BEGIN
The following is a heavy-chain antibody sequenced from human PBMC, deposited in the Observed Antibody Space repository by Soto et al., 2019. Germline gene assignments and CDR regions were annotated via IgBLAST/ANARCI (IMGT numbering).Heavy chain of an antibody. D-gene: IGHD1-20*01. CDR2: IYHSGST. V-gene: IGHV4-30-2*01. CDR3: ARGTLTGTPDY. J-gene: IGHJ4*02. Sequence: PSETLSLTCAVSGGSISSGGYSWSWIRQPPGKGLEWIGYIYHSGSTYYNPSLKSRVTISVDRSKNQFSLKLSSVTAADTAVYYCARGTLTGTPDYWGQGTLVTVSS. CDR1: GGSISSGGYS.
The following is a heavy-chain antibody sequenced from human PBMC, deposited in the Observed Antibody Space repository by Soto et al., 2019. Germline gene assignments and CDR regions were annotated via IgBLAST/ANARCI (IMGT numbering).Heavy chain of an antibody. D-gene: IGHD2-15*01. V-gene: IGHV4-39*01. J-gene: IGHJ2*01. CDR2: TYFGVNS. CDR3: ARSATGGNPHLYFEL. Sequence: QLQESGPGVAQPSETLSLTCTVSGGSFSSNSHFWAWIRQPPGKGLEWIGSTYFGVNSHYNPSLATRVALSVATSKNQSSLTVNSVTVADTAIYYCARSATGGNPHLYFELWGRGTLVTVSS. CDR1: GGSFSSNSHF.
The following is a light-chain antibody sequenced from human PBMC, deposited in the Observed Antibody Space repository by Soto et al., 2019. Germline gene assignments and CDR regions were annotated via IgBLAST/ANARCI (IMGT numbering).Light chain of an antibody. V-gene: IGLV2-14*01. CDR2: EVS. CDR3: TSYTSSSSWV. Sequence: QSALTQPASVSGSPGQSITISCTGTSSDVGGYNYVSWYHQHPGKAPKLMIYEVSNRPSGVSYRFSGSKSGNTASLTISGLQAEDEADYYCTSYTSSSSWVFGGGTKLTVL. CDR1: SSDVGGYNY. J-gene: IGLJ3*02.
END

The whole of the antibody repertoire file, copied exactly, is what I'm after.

The following is a heavy-chain antibody sequenced from human PBMC, deposited in the Observed Antibody Space repository by Soto et al., 2019. Germline gene assignments and CDR regions were annotated via IgBLAST/ANARCI (IMGT numbering).Heavy chain of an antibody. D-gene: IGHD1-20*01. CDR2: IYHSGST. V-gene: IGHV4-30-2*01. CDR3: ARGTLTGTPDY. J-gene: IGHJ4*02. Sequence: PSETLSLTCAVSGGSISSGGYSWSWIRQPPGKGLEWIGYIYHSGSTYYNPSLKSRVTISVDRSKNQFSLKLSSVTAADTAVYYCARGTLTGTPDYWGQGTLVTVSS. CDR1: GGSISSGGYS.
The following is a heavy-chain antibody sequenced from human PBMC, deposited in the Observed Antibody Space repository by Soto et al., 2019. Germline gene assignments and CDR regions were annotated via IgBLAST/ANARCI (IMGT numbering).Heavy chain of an antibody. D-gene: IGHD2-15*01. V-gene: IGHV4-39*01. J-gene: IGHJ2*01. CDR2: TYFGVNS. CDR3: ARSATGGNPHLYFEL. Sequence: QLQESGPGVAQPSETLSLTCTVSGGSFSSNSHFWAWIRQPPGKGLEWIGSTYFGVNSHYNPSLATRVALSVATSKNQSSLTVNSVTVADTAIYYCARSATGGNPHLYFELWGRGTLVTVSS. CDR1: GGSFSSNSHF.
The following is a light-chain antibody sequenced from human PBMC, deposited in the Observed Antibody Space repository by Soto et al., 2019. Germline gene assignments and CDR regions were annotated via IgBLAST/ANARCI (IMGT numbering).Light chain of an antibody. V-gene: IGLV2-14*01. CDR2: EVS. CDR3: TSYTSSSSWV. Sequence: QSALTQPASVSGSPGQSITISCTGTSSDVGGYNYVSWYHQHPGKAPKLMIYEVSNRPSGVSYRFSGSKSGNTASLTISGLQAEDEADYYCTSYTSSSSWVFGGGTKLTVL. CDR1: SSDVGGYNY. J-gene: IGLJ3*02.